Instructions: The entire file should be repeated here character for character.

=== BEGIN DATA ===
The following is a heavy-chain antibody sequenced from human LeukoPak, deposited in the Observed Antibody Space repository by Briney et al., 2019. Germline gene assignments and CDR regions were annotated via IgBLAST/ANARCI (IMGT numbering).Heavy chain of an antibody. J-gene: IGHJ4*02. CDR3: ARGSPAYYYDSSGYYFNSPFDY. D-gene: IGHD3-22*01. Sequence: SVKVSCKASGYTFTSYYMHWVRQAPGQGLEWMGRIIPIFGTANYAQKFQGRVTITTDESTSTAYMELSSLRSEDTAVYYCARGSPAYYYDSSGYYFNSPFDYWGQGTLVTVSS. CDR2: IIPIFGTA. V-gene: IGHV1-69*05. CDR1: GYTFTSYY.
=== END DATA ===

The following is a heavy-chain antibody sequenced from human LeukoPak, deposited in the Observed Antibody Space repository by Briney et al., 2019. Germline gene assignments and CDR regions were annotated via IgBLAST/ANARCI (IMGT numbering).Heavy chain of an antibody. J-gene: IGHJ4*02. CDR3: ARGSPAYYYDSSGYYFNSPFDY. D-gene: IGHD3-22*01. Sequence: SVKVSCKASGYTFTSYYMHWVRQAPGQGLEWMGRIIPIFGTANYAQKFQGRVTITTDESTSTAYMELSSLRSEDTAVYYCARGSPAYYYDSSGYYFNSPFDYWGQGTLVTVSS. CDR2: IIPIFGTA. V-gene: IGHV1-69*05. CDR1: GYTFTSYY.